Battles Women Face in Maintaining Their Reproductive Health

As a woman, having the best body, best hair, best shoe collection, and a closet full of designers aren’t enough to make you completely happy. Don’t roll your eyes at me, Sandra, these are pure facts. As a young woman I have craved having all these things, but having experienced the lack of one thing, changed my whole perspective. In 2020, I almost lost my eyesight, but thanks to God’s mercies I got healed. This experience had me appreciating health as one of the fundamentals of being truly happy.

Great general health is very important, but today I am not going to go on and on about the importance of being healthy- there are enough articles on this already.  Today I am going to talk about our reproductive health which is part and parcel of our general health.

Just recently, a friend of mine took an emergency pill-p2 to be precise- and after a month she hadn’t received her period and there were no signs of it forthcoming either. Thinking that she was pregnant, she went ahead and took a test, luckily it turned out negative. This meant that the contraceptive did work but had affected her hormones. This got me thinking of the number of times women have had to experience various side effects from having taken a contraceptive.

Last year, a wife in a popular reality TV show revealed that she experiences heavy bleeding and severe cramping due to the use of contraceptives. So many women complained of having shared the same predicament as her and also complained of weight gain, headaches and migraines, decreased libido and so many other effects.

Why haven’t researchers been able to come up with contraceptives that don’t have so many side effects yet? We all agree that contraceptives are important as they give women the power to control nature and unplanned pregnancies. But with their great upside, must there be so many side effects?

According to statistics, 25% of women of reproductive age have fibroids. By the age of 50, up to 80% of black women and up to 70% of white women have fibroids. Dealing with fibroids and cysts is a big challenge for most women. Some have reported having painful periods, heavy bleeding, and having cried themselves to sleep due to this condition. One Miss Njoroge who was interviewed by the Star newspaper said, “My fibroids are hereditary. It was depressing a lot to know that my fibroids would cause me to not have children among other side effects. The doctor said I would start growing a lot of hair. I have hair on my face, beards, my body is extremely hairy. This was because of the cysts. But the fibroids were also weighing down on me”. Her story reminded me of the time I went to visit my cousin in hospital- before corona. I met a middle-aged woman who was scheduled to go in for a hysterectomy due to her fibrosis weighing heavily on her. She was 42 with no child and her uterus was being extracted-it was so sad to hear her talk about it. The lady was downhearted but she knew she needed the surgery to improve her life. This is just one of the many different cases women have to go through on a daily basis.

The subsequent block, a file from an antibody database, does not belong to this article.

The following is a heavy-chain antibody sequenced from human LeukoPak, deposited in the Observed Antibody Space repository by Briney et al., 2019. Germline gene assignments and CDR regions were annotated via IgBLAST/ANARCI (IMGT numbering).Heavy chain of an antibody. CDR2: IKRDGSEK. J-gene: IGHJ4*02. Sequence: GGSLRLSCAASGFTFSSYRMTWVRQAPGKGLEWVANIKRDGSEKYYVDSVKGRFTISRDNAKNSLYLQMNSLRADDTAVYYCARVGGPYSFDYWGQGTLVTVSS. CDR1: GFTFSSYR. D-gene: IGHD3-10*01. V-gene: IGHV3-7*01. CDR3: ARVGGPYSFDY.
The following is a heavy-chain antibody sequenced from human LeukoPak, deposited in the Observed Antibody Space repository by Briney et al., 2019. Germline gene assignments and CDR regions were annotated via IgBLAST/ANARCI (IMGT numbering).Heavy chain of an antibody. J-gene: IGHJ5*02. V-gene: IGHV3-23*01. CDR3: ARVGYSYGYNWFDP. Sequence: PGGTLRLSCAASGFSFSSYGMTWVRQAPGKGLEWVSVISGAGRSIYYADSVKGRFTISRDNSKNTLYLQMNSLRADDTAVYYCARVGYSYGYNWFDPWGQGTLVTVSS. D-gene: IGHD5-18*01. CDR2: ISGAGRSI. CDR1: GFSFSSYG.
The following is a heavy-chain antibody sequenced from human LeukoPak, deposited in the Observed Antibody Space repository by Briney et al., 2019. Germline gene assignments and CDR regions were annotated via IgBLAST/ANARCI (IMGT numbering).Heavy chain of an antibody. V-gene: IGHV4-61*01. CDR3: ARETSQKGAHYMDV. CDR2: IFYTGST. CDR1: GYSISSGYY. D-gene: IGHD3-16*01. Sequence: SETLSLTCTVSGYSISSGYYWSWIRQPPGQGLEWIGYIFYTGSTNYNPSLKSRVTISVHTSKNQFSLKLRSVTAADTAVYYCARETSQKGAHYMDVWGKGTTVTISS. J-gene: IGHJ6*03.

One major problem that women face in maintaining their reproductive health is the lack of funds. A lot of women in marginalized communities do not have access to even a dollar a day making them unable to afford basic health care. A lot of women have in fact given birth to a lot of children that they cannot afford to raise. Some have also had to face serious reproductive health issues with little or no access to medical care.

Sexual and reproductive health problems are responsible for one-third of health issues for women between the ages of 15 and 44 years. Unsafe sex is a major risk factor – particularly among women and girls in developing countries

Women face numerous reproductive health issues- Endometriosis, Uterine Fibroids, Interstitial Cystitis to name just a few.  These reproductive health issues have caused some women to fall into depression, become infertile, and face so many other challenges like social stigma. While some of these reproductive health conditions can be prevented, most of them cannot. It is therefore important for us to take care of ourselves and to make sure we take notice of any changes in our bodies and immediately visit a doctor. should something not feel right.

A woman’s reproductive health is a delicate and complex system in the body. It is important to take steps to protect it from infections and injury and prevent problems—including some long-term health problems. Taking care of yourself and making healthy choices can help protect you and your loved ones. Protecting your reproductive system also means having control of your health, if and when, you become pregnant.

As women, we need to take care of our bodies as nobody ever will if we don’t. We must also make sure that we visit the hospital before we take on any contraceptives as you want to use the one that has been prescribed for you. Don’t use a contraceptive because your friend is using it. Remember, one man’s meat is another man’s poison.


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